.

This assignment meets several Common Core standards, including but not limited to:

Cite strong and thorough textual evidence to support analysis of what the text says explicitly as well as inferences drawn from the text.

Determine a theme or central idea of a text and analyze in detail its development over the course of the text, including how it emerges and is shaped and refined by specific details; provide an objective summary of the text.     

Analyze seminal U.S. documents of historical and literary significance, including how they address related themes and concepts.

Write arguments to support claims in an analysis of substantive topics or texts, using valid reasoning and relevant and sufficient evidence.

  • Introduce precise claim(s), distinguish the claim(s) from alternate or opposing claims, and create an organization that establishes clear relationships among claim(s), counterclaims, reasons, and evidence.
  • Develop claim(s) and counterclaims fairly, supplying evidence for each while pointing out the strengths and limitations of both in a manner that anticipates the audience’s knowledge level and concerns.
  • Use words, phrases, and clauses to link the major sections of the text, create cohesion, and clarify the relationships between claim(s) and reasons, between reasons and evidence, and between claim(s) and counterclaims.
  • Establish and maintain a formal style and objective tone while attending to the norms and conventions of the discipline in which they are writing.

Provide a concluding statement or section that follows from and supports the argument presented.

Write using standard English grammar, capitalization, spelling, and punctuation; write using varied sentence structures.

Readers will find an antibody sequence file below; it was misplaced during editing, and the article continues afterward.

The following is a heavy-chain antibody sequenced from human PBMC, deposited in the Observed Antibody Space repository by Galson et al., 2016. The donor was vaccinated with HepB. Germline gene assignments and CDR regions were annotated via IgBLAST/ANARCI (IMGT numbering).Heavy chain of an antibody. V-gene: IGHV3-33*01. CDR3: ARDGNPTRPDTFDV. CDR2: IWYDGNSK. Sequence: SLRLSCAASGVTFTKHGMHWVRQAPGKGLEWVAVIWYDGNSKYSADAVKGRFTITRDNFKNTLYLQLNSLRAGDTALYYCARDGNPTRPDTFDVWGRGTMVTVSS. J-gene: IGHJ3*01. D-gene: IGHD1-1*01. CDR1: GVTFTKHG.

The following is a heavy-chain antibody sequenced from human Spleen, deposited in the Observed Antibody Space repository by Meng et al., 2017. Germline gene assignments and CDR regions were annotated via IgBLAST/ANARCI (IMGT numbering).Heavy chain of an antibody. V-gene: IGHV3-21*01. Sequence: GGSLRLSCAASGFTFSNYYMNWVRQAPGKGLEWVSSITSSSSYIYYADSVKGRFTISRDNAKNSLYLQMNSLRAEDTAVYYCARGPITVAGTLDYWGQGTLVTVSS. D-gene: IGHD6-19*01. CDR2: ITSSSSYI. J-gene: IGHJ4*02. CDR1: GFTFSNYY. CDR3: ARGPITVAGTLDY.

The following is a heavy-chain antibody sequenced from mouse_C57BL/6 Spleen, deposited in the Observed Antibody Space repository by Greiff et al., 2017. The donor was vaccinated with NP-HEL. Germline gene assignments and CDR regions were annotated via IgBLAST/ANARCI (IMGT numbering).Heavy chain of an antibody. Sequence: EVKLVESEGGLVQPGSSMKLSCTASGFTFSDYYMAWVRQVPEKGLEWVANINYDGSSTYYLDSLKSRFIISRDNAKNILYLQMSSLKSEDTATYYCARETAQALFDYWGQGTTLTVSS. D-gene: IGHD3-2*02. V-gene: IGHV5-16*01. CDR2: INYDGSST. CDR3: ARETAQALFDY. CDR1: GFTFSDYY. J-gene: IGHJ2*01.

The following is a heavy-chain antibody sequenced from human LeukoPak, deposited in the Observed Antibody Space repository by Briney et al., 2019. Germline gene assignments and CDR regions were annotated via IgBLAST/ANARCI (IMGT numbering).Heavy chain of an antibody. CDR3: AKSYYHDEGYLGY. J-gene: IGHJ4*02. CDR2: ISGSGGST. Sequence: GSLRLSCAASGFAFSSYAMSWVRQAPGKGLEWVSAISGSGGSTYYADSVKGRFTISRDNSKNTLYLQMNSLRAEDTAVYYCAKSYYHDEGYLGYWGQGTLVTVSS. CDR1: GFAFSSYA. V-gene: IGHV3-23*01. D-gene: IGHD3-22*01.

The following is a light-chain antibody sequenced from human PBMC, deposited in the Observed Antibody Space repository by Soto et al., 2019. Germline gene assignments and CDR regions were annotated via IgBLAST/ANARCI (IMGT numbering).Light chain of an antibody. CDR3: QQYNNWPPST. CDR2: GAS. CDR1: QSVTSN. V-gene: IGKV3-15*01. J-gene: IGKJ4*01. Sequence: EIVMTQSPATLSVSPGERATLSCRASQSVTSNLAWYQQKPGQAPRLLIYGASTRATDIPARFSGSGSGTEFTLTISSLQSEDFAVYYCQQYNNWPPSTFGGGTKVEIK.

On-Line Grammar Practice

 Visit this website to practice grammar skills.  The access code is eek-1002.

On-Line Writing Lab from Purdue

Purdue OWL is a great resource for research and analytical papers, including citation details for both MLA and APA styles -- and here it is: http://owl.english.purdue.edu/owl/section/2/

Language arts class will use MLA; my psychology class will use APA.

 

 

SAT Practice

Click here for SAT test practice: http://sat.collegeboard.org/practice/

 

WORLD LITERATURE SPRING 2014

World Literature: The Novels Project 

We will spend the rest of this year reading 20th and 21st century novels from around the world (other than the United States).  WHY?  You may ask.  As you already know from short stories and poetry, world literature gives us a window into the lives of people and cultures we may never encounter, but through reading, we come to know them.  Your responses to the books will indicate that you have read carefully enough to understand lives other than your own.  This will, I guarantee, lead to a more fulfilled life.

The third quarter (for this class, January 6-March 20) will be spent in your choices from among four offered novels.  These books often describe tough circumstances – understand that violence, oppression, and sexual and economic exploitation are part of everyday life for many people in the world.  The books are not written as escapist entertainment, but to communicate history and culture.

I offer four books to choose from: you need to read at least 600 pages by March 3.  Expect to read at least 80 pages a week. 

 Nectar in a Sieve by Kamala Markandaya (India) – 141 pages

One Day in the Life of Ivan Denisovich by Aleksander Solzhenitsyn (Russia) - 98 pages

The Book Thief by Markus Zusak (Australia)550 pages

A House for Mr. Biswas by V.S. Naipaul (Trinidad) – 435 pages

Assignments and Grading:

            You will keep a reader-response journal by chapter.  On Thursdays, you will meet with others who are reading the same book, and you will share what you’re thinking.  You will hand in your journal to me when you finish the novel.  Your two or three journals are worth 25% of your grade this quarter.

            On March 3, we will begin writing papers.  You will choose ONE of the books you read to explore its sociocultural context or to analyze through a Marxist or feminist lens.  What did you learn from the book?  Do a little research to find out more.   Your final paper will be 4-5 pages long with at least three sources (one of which will be the novel itself).  Drafts are due March 13, for 5% of your grade.  The final paper is due March 20 – NO EXTENSIONS – for 50% of your grade.